Solitary at Rikers: 'People Go Crazy in There'

Most who survived solitary confinement at Rikers describe the horrific conditions, and mental anguish that extreme isolation can cause. Until recently, New York City, had nearly a thousand such "punitive segregation" cells.
By: The City NYC
Rikers Island Jail {CCA} Tim Rodenberg
Rikers Island Jail {CCA} Tim Rodenberg

The United Nations deems anything more than fifteen consecutive days of solitary confinement a form of torture. For years, the limits in the New York City jail system went far beyond that.

At its recent peak, there were nearly a thousand so-­called Punitive Segregation cells, with some specifically dedicated for teens and people with mental illness. Research shows that twenty-­three hours a day in a cell leads to serious psychological damage, especially for adolescents, whose brains are still developing. Studies also show that the punishment does little to decrease violence because those same people are later released right back into the general population.

Extreme isolation as a punishment dates at least as far back as 1831, when the French historian Alexis de Tocqueville visited the Eastern State Penitentiary in Philadelphia. Jail officials had recently begun using that new method based on Quaker teachings.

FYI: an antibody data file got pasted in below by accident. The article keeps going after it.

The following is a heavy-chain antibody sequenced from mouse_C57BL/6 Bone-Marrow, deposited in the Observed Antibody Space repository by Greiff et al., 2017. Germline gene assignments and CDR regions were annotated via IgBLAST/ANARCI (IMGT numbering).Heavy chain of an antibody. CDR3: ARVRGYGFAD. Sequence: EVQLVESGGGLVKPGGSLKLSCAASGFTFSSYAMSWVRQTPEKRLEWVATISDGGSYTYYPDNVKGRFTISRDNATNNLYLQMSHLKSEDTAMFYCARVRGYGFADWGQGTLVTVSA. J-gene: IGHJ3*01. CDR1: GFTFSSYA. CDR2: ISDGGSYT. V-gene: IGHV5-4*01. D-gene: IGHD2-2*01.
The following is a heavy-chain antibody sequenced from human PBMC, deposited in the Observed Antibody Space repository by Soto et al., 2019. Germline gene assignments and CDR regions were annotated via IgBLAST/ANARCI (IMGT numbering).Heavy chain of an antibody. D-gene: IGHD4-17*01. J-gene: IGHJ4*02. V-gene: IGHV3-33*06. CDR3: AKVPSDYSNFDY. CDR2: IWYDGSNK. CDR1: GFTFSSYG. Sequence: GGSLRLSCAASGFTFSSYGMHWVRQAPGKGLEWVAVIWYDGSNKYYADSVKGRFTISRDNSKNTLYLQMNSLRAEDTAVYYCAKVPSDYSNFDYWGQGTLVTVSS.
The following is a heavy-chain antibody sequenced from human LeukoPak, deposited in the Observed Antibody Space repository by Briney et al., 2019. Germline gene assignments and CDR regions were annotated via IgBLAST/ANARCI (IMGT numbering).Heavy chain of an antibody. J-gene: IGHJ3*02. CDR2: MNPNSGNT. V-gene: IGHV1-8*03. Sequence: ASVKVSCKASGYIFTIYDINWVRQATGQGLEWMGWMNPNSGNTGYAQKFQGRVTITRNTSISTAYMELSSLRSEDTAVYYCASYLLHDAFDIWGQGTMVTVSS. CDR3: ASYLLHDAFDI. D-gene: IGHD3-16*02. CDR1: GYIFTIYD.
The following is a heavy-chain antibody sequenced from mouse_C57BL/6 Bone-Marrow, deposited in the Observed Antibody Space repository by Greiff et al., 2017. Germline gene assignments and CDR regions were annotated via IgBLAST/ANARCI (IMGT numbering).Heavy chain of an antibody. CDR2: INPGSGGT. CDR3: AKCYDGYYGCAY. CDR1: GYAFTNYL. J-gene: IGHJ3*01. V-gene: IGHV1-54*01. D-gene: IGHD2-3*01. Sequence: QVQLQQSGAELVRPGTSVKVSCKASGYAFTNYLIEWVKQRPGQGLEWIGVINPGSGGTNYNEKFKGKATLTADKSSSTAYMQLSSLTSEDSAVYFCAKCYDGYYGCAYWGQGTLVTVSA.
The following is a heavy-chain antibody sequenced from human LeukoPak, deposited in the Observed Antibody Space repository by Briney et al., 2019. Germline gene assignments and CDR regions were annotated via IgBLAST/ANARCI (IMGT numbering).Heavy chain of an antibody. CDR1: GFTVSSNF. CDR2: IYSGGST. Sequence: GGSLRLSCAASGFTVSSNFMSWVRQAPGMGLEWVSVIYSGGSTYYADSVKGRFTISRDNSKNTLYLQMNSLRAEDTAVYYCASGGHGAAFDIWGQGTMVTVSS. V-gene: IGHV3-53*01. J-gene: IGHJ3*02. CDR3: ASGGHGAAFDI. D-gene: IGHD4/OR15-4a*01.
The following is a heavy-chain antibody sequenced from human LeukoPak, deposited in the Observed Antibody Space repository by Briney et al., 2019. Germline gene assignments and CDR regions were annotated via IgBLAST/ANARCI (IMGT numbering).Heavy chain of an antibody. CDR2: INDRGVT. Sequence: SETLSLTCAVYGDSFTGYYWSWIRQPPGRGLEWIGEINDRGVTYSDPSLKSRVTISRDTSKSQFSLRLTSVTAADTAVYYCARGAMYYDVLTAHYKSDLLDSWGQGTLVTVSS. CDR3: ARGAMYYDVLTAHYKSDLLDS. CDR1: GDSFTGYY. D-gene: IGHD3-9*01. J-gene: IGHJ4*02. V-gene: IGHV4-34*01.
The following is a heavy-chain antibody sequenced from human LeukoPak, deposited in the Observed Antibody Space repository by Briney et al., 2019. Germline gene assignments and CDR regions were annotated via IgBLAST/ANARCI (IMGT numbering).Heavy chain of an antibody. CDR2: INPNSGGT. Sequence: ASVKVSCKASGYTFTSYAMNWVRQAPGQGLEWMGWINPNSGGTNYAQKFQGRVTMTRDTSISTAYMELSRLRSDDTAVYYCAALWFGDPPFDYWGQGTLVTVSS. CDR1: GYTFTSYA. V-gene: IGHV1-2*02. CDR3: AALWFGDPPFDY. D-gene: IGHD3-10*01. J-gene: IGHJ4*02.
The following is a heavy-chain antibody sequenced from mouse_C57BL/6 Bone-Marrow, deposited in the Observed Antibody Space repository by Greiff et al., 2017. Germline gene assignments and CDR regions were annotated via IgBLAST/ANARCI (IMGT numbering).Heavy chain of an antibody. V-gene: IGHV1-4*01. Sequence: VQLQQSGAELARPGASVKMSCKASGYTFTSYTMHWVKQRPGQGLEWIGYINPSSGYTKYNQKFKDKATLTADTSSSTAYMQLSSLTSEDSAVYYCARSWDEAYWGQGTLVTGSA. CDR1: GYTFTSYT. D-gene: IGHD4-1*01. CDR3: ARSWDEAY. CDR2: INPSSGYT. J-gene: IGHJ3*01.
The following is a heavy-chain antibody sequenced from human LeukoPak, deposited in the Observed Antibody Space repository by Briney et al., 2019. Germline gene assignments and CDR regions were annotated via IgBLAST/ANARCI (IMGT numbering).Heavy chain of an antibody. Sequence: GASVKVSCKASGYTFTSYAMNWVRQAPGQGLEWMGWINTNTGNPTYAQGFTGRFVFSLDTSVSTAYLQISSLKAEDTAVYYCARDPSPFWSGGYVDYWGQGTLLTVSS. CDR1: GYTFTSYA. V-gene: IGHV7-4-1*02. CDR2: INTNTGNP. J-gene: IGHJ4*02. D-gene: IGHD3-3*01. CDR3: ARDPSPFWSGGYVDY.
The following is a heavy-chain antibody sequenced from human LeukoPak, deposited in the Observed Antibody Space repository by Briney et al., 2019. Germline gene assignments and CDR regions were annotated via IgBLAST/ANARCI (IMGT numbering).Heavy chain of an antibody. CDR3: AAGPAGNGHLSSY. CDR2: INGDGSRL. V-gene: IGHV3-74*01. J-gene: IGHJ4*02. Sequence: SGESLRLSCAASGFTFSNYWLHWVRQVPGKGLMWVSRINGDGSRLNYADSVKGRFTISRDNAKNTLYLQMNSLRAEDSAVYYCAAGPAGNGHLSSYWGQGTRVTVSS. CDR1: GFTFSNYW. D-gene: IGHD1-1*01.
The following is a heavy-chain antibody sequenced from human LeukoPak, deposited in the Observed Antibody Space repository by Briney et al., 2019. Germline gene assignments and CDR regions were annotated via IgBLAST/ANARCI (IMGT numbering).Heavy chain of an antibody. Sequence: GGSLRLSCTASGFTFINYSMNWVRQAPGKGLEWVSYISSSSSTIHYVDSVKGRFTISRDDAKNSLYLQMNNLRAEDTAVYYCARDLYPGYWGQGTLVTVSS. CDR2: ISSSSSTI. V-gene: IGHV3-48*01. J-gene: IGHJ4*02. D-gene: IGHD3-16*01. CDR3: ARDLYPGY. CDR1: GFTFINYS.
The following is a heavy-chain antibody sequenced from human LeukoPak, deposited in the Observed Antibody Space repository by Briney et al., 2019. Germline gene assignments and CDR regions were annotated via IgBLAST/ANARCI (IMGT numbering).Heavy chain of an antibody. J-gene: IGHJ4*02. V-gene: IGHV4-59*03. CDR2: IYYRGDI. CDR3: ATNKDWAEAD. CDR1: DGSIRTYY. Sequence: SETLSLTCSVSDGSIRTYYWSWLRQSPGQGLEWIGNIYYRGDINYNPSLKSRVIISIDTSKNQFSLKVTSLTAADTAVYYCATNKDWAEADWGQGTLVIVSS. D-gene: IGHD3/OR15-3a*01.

In a missive to the French government, Tocqueville wrote, "Placed alone in view of his crime [he] learns to hate it, and if his soul be not yet surfeited with crime, and thus have lost all taste for anything better, it is in solitude, where remorse will come to assail him."

Over time, medical experts have determined the long-­term damages of solitary, especially for vulnerable populations, far outweigh any positive initial result. In New York City, there are now strict limits on how long people can be isolated, and some groups are totally exempt from solitary.

Jail officials and union leaders have strenuously fought each of the changes, saying the punishment is needed to keep people who follow the rules safe.

HECTOR "PASTOR BENNY" CUSTODIO, former Latin King leader, detained 1991 to 1994: I first went in 1992, in the Bing. You only bathed on Mondays, Wednesdays, and Fridays. Sometimes they would spit in your food. They would put your food under your door. You had to look thoroughly through the food. They gave you a monkey suit; none of your own clothes. During the summer, you had blistering heat. Imagine spending almost four years in your bathroom, locked up, and not being able to go anywhere.

That's what it was like!

The City NYC
Reporting for New Yorkers
Source:The City NYC
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